Paul du Toit (1965 – 2014) was a contemporary artist based in Cape Town, South Africa, who at times maintained a studio in New York. His output included painting, sculpture, works on paper and mixed media. He was self-taught and became known for a style of painting that favoured black outlines and thick strokes in vibrant, primary colours. Before becoming an artist in the 1990s he was a computer programmer who applied his knowledge to build a website that gave his work a global reach long before he was nationally known.
Du Toit was much more than just an artist; he was an explorer, an adventurer, and an experimenter. He was also a collector who loved books and music. He was able to transfer the energy of the punk music that so inspired him into his passion for making art. The ethos of punk was the light that illuminated Du Toit’s path. It made him who he was: independent, non-conformist and someone who did things his way.
Paul created PlanetPaul, a phantasmic space way beyond our milky way, which he populated with colourful, playful and energetic comic strip-like shapes and figures.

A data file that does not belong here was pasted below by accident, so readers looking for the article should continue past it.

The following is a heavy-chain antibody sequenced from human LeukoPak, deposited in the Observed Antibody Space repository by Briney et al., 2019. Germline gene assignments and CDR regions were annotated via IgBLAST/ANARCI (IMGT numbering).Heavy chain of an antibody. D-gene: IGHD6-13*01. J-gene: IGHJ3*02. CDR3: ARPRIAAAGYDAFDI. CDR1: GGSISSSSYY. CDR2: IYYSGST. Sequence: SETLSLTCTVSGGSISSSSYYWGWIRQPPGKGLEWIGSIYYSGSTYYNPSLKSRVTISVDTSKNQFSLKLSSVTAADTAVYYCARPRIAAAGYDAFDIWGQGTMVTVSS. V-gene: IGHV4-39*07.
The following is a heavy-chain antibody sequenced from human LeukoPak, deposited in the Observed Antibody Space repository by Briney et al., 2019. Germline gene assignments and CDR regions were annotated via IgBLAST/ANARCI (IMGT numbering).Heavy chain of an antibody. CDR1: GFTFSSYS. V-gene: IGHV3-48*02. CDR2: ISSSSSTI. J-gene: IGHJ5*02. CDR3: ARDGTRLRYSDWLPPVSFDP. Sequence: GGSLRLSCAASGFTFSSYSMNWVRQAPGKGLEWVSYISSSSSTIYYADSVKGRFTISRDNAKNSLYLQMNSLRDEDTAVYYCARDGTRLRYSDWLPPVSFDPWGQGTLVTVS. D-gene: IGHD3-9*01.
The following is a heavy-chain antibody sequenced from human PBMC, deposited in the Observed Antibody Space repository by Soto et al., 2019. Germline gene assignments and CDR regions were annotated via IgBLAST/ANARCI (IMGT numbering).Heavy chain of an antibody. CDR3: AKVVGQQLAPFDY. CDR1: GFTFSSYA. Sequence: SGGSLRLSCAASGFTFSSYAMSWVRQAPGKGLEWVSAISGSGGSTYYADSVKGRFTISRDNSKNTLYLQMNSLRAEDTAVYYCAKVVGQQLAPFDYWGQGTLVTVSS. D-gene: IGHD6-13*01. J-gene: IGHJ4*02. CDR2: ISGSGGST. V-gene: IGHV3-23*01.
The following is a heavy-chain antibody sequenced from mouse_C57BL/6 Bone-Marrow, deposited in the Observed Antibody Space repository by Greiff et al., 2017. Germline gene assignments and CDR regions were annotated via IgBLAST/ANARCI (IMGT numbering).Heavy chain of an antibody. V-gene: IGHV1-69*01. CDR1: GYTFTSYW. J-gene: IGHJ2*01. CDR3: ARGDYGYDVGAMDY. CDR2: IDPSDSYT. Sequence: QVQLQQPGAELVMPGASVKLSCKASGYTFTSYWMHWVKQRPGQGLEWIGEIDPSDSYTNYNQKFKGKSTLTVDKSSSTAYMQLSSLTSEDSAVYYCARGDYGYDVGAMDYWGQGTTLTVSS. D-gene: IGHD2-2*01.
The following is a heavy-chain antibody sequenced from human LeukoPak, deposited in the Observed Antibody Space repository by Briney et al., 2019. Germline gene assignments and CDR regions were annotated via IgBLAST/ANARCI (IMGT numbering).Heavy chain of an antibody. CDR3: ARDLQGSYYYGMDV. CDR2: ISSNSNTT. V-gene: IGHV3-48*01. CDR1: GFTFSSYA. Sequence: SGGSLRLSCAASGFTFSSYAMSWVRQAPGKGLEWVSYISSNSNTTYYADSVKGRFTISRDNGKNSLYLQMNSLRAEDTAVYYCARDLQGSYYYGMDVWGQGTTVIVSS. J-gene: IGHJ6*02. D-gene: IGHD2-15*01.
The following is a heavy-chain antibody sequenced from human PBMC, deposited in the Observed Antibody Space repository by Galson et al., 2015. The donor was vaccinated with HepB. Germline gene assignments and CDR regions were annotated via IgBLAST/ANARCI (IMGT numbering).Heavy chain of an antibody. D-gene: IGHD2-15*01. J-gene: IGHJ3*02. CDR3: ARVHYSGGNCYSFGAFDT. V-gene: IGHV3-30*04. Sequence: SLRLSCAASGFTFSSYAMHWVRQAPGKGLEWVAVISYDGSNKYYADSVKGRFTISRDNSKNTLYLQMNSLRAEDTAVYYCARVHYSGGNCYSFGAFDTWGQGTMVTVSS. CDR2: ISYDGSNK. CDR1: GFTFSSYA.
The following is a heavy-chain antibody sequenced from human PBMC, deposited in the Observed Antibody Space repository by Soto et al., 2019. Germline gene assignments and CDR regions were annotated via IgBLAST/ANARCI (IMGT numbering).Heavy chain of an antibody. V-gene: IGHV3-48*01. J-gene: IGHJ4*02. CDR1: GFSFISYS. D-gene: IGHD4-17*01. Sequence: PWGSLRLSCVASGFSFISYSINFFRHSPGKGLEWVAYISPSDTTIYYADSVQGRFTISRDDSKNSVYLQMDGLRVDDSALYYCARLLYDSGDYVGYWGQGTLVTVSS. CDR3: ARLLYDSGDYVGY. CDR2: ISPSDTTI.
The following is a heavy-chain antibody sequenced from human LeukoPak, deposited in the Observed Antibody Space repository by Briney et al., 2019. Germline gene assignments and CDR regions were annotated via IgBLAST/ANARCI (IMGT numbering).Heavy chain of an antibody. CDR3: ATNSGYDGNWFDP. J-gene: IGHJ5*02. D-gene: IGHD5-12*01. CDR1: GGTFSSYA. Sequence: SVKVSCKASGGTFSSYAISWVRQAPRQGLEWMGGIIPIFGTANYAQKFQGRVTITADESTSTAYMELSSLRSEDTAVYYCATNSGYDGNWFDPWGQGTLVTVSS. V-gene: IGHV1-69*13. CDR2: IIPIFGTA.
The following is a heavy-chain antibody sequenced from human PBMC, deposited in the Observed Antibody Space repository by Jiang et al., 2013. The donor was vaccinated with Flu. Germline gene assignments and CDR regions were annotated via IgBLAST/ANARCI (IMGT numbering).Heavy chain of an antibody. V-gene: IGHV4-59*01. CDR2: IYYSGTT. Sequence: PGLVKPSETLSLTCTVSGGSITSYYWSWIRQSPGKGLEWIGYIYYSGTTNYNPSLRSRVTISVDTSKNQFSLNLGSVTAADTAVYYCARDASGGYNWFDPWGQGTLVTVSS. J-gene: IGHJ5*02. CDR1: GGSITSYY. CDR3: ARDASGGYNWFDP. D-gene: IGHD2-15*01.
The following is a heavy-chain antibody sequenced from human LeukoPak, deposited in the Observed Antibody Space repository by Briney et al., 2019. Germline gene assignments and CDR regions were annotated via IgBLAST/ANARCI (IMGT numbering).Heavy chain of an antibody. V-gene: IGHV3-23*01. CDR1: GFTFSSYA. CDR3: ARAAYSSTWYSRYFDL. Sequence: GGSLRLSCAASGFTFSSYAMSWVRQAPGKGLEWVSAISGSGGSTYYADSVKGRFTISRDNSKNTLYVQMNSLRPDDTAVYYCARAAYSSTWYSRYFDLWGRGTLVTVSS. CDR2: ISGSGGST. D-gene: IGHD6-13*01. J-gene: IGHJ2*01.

At the age of eleven Paul contracted juvenile rheumatoid arthritis which kept him in and out of hospital for three years. He used this time of recuperation to learn how to draw and paint. He sculpted with the wax that was used in his treatment. His aunt brought him books on Miró and Picasso. These artists remained influential throughout his career, as did that experience of confinement, which is strongly referenced in his work. While at a hospital in Tijuana, Mexico in 2012/2013, Du Toit describes in his diary how a session of hydrotherapy ignited an idea for new works. Despite a weakening physical body, he could not wait to get back into his studio to continue making art. That same year he was awarded the prestigious Pollock-Krasner grant.
Ashraf Jamal wrote that Paul du Toit “seemed unencumbered by gravity”, and “celebrated the vim of life above all else”. It is an apt observation because Du Toit lived his life at a blast beat. He was also a very generous individual, who willingly gave his time to numerous charity events, nationally and internationally. He achieved a great deal in a short space of time; his archive is our proof.